On 14 March 2024 the Treasury published the long-awaited draft SI and accompanying policy document, The Payment Services and Payment Accounts (Contract Terminations) (Amendment) Regulations 2024. These had been expected by end Q4 2023. They amend the PSRs as follows:

  • PSPs must provide at least 90 days’ notice to terminate a framework contract, and
  • PSPs must provide reasons in the notice that are sufficiently detailed and specific to enable to the payment service user to understand why their contract is being terminated. These can include "reason codes", but firms will need to consider whether these are sufficiently specific.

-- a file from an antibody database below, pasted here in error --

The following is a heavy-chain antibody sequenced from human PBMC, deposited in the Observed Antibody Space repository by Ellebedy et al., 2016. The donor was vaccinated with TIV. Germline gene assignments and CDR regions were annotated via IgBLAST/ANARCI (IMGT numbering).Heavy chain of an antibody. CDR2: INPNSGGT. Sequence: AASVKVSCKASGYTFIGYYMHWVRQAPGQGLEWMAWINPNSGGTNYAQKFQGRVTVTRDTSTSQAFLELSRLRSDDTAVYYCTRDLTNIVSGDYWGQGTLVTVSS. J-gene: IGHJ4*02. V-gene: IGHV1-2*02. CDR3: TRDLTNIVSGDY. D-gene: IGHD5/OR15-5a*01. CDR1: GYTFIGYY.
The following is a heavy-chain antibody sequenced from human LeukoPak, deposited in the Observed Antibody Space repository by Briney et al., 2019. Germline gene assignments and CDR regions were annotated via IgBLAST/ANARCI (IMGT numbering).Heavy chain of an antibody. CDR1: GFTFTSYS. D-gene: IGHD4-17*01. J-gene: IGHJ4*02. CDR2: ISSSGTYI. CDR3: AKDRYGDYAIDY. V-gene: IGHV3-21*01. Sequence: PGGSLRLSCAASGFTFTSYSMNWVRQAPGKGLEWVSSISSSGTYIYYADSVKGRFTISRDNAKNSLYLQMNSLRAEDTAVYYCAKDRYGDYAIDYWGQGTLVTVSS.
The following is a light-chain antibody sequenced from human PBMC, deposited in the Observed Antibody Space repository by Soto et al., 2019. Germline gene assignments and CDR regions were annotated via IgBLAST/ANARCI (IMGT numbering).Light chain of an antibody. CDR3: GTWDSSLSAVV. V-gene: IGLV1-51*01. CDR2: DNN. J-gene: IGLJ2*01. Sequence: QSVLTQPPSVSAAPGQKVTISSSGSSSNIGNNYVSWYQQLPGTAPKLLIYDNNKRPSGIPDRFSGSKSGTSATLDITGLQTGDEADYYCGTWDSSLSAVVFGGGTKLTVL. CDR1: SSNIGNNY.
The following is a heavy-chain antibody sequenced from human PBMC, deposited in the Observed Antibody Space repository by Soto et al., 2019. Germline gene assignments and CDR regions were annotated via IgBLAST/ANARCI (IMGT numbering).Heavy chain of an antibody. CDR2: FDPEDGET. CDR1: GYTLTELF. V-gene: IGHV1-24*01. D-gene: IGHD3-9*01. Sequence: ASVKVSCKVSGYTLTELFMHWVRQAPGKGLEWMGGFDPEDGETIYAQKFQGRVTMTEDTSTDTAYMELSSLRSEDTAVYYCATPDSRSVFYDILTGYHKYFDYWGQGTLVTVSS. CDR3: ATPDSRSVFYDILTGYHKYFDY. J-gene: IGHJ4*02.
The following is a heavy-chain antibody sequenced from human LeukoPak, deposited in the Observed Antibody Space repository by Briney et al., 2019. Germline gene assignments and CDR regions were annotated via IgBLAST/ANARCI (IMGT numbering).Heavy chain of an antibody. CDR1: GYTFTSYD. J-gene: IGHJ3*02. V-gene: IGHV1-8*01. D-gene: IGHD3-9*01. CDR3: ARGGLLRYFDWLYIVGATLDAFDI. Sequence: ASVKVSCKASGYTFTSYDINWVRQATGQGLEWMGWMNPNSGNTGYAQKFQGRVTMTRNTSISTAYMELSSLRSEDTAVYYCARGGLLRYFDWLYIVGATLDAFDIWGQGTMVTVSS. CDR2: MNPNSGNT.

The requirements will apply to PSPs within the scope of regulation 51 of the PSRs, which contains the existing rules governing provider-initiated framework contract terminations.

There are various exemptions to these requirements, such as if the PSP believes the account is being used for serious crime, or where other legal requirements prevail (for example, where the firm needs to protect a member of staff).

The new Regulations also amend the Payment Accounts Regulations 2015 so that if a firm refuses an application for a basic bank account, they also need to provide detailed and specific reasons.

The Treasury expects the SI to be laid in the summer, and for the changes to come into force as soon as possible subsequently.

Changes related to APP Fraud